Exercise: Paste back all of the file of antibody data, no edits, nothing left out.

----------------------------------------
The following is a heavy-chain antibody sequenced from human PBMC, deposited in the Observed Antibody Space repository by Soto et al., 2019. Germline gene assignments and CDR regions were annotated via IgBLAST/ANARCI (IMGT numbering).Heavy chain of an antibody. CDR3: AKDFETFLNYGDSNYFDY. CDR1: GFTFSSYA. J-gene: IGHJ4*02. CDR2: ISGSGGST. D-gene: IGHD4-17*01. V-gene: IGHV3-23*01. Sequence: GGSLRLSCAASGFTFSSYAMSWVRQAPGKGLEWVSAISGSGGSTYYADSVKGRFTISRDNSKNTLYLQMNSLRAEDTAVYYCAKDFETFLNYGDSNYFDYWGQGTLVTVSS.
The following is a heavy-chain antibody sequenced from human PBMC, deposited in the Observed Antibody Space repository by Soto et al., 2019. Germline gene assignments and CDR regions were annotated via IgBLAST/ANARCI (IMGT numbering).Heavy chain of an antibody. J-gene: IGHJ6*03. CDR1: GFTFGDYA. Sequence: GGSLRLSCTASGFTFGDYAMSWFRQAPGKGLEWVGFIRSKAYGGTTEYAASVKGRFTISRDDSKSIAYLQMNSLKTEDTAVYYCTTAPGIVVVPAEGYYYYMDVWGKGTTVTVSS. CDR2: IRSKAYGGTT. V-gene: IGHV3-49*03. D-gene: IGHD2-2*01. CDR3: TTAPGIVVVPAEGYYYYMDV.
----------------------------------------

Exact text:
The following is a heavy-chain antibody sequenced from human PBMC, deposited in the Observed Antibody Space repository by Soto et al., 2019. Germline gene assignments and CDR regions were annotated via IgBLAST/ANARCI (IMGT numbering).Heavy chain of an antibody. CDR3: AKDFETFLNYGDSNYFDY. CDR1: GFTFSSYA. J-gene: IGHJ4*02. CDR2: ISGSGGST. D-gene: IGHD4-17*01. V-gene: IGHV3-23*01. Sequence: GGSLRLSCAASGFTFSSYAMSWVRQAPGKGLEWVSAISGSGGSTYYADSVKGRFTISRDNSKNTLYLQMNSLRAEDTAVYYCAKDFETFLNYGDSNYFDYWGQGTLVTVSS.
The following is a heavy-chain antibody sequenced from human PBMC, deposited in the Observed Antibody Space repository by Soto et al., 2019. Germline gene assignments and CDR regions were annotated via IgBLAST/ANARCI (IMGT numbering).Heavy chain of an antibody. J-gene: IGHJ6*03. CDR1: GFTFGDYA. Sequence: GGSLRLSCTASGFTFGDYAMSWFRQAPGKGLEWVGFIRSKAYGGTTEYAASVKGRFTISRDDSKSIAYLQMNSLKTEDTAVYYCTTAPGIVVVPAEGYYYYMDVWGKGTTVTVSS. CDR2: IRSKAYGGTT. V-gene: IGHV3-49*03. D-gene: IGHD2-2*01. CDR3: TTAPGIVVVPAEGYYYYMDV.